Security fears turn away tourists from Sabah’s east coast

Sabah Tourism Board Senior Research Manager Angeline Engchuan (left).

KOTA KINABALU: Constant threats of kidnappings along Sabah’s east coast have caused tourist arrivals from countries such as the US, UK, Australia and Japan to stagnate, a tourism official said today.

Sabah Tourism Board senior research manager Angeline Engchuan told a seminar on security issues here that the cautionary travel advisories issued by several countries had made travel agents reluctant to promote tour packages to Sabah’s east coast .

“Research carried out on some 5,000 tourists showed that 37% came here because of the beaches and islands, 32% because of our nature, 13% for the adventure while 11% came for our diving spots.

“Most of our beaches and islands are on the east coast. So is our nature, such as in Kinabatangan. When something happens in the east coast, tourists cancel their plans,” she said.

Engchuan said a dent in the tourism industry could have huge repercussions to Sabah’s economy especially as the industry has grown by leaps and bounds over the past decade.

Currently, she said the hotel industry alone provided more than 17,000 jobs in Sabah.

In its efforts to sustain the tourism industry without relying too heavily on beaches and islands, Engchuan said the STB had implemented community projects. The ones in Kota Belud generated RM1.5 million in revenue directly for the community last year.

“Maybe this number is not big, but it benefits the local communities in ways you could not imagine,” she said.

This approach is targeted largely towards Japanese tourists as their government has issued a Level 3 cautionary travel advisory. At this level, tourists are advised to totally avoid travelling to Sabah’s east coast due to serious risks to safety and security.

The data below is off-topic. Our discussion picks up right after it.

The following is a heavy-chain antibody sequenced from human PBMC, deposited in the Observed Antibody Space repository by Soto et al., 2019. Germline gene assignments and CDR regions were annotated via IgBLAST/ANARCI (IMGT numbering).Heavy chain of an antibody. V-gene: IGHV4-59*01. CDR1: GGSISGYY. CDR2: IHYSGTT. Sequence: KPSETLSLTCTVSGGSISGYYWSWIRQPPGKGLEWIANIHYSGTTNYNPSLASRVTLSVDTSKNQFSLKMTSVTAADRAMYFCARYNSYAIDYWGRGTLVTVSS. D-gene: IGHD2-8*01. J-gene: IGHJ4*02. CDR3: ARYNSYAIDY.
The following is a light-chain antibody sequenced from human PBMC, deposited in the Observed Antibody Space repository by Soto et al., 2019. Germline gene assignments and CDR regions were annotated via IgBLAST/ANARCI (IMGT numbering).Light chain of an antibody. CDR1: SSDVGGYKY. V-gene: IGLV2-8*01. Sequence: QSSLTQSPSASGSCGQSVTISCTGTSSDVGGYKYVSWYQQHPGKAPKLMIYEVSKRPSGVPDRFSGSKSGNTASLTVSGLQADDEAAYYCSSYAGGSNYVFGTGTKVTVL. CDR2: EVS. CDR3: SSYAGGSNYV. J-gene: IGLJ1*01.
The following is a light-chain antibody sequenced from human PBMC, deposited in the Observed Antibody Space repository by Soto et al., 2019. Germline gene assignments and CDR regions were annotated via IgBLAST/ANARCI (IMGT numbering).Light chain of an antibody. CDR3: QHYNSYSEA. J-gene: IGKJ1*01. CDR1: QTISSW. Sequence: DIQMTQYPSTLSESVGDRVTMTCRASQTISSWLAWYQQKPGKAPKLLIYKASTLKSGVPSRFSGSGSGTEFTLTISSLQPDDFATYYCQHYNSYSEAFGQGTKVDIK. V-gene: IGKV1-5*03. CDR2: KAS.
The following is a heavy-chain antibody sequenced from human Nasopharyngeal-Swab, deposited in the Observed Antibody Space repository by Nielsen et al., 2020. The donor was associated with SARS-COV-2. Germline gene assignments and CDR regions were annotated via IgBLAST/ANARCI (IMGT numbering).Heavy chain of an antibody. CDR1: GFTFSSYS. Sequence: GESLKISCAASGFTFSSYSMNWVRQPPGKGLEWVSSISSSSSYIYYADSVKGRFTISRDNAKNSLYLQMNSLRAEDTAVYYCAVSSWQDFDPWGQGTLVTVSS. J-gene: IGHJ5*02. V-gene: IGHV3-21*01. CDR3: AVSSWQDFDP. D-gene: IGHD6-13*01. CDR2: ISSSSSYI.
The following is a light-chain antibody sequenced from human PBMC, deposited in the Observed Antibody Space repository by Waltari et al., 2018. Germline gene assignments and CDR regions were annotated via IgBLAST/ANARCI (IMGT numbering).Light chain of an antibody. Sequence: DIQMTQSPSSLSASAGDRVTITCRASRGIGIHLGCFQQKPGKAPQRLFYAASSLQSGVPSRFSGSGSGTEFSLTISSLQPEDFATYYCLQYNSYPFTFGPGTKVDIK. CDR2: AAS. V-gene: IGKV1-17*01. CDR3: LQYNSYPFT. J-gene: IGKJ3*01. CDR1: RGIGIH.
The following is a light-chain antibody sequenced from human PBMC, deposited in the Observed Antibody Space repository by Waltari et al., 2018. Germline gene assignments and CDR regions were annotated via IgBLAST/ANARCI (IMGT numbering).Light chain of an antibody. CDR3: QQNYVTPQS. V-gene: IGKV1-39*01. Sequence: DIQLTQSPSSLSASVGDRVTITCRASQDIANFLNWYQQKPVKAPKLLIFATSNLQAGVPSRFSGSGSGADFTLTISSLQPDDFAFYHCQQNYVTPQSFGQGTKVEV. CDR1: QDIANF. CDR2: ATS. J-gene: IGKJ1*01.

She said the board is continuing to promote the east coast to free independent travellers as they are less particular about advisories.

The STB is also in constant contact with foreign embassies to give them confidence in Sabah’s security. “But at the same time, we also understand their concern. I mean, we keep saying the situation is under control and we are safe, yet at the same time, the curfew is ongoing and has been extended for five years,” she said.

Engchuan said the STB had invited several embassies to come and assess the situation so that they would consider lowering or removing the level of travel advisory for Sabah’s east coast.

Engchuan said this year, Sabah is hoping to attract four million tourists, having drawn 3.88 million who brought in RM8.3 billion in tourism receipts last year.

The majority of international tourists in Sabah are from China and South Korea with the numbers increasing every year.

The impact of security threats has been minimal on these tourists except between May 2014 and June 2015 when MH370 went missing and there were several kidnapping incidents in Sabah.